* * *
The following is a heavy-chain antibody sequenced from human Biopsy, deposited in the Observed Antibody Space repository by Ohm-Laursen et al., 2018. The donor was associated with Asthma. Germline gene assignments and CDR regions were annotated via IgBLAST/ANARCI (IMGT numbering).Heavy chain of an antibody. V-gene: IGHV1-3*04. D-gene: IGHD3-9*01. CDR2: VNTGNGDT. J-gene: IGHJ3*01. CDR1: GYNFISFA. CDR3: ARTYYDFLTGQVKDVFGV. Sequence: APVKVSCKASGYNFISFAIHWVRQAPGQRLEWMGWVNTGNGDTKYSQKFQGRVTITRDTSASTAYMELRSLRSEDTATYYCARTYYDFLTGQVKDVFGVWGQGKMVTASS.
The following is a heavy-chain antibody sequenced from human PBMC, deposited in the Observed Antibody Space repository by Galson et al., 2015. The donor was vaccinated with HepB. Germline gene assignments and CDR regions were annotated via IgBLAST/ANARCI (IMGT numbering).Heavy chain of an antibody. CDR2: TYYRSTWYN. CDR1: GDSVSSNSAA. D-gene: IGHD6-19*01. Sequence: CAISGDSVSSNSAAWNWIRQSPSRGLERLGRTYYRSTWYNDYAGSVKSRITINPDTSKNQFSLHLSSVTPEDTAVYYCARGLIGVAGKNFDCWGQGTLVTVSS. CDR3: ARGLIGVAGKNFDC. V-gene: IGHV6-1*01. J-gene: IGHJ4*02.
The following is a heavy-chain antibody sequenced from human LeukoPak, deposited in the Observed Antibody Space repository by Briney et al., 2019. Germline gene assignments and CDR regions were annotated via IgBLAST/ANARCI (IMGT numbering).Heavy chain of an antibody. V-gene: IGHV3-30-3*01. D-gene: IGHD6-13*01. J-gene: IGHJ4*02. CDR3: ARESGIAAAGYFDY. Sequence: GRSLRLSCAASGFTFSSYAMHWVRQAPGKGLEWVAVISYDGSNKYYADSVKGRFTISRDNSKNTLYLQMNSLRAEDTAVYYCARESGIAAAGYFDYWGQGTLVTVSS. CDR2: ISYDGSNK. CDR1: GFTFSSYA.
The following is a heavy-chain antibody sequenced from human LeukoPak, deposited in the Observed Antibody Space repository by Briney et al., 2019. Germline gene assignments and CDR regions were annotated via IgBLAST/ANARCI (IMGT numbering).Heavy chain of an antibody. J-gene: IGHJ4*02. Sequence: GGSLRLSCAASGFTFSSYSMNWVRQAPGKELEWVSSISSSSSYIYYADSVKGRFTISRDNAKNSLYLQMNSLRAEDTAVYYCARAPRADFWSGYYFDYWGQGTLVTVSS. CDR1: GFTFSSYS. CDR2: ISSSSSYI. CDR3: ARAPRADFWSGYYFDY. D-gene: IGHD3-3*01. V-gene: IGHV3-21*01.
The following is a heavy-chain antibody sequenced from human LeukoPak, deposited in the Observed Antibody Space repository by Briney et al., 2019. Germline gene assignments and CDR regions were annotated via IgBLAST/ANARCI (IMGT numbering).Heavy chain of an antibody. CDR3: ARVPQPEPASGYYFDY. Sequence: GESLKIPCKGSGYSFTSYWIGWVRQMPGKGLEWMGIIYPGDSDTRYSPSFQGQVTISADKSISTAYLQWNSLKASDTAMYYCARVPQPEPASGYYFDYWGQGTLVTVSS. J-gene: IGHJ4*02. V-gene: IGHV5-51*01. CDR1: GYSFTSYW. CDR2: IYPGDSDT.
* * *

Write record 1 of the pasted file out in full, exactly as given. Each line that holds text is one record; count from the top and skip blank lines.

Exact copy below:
The following is a heavy-chain antibody sequenced from human Biopsy, deposited in the Observed Antibody Space repository by Ohm-Laursen et al., 2018. The donor was associated with Asthma. Germline gene assignments and CDR regions were annotated via IgBLAST/ANARCI (IMGT numbering).Heavy chain of an antibody. V-gene: IGHV1-3*04. D-gene: IGHD3-9*01. CDR2: VNTGNGDT. J-gene: IGHJ3*01. CDR1: GYNFISFA. CDR3: ARTYYDFLTGQVKDVFGV. Sequence: APVKVSCKASGYNFISFAIHWVRQAPGQRLEWMGWVNTGNGDTKYSQKFQGRVTITRDTSASTAYMELRSLRSEDTATYYCARTYYDFLTGQVKDVFGVWGQGKMVTASS.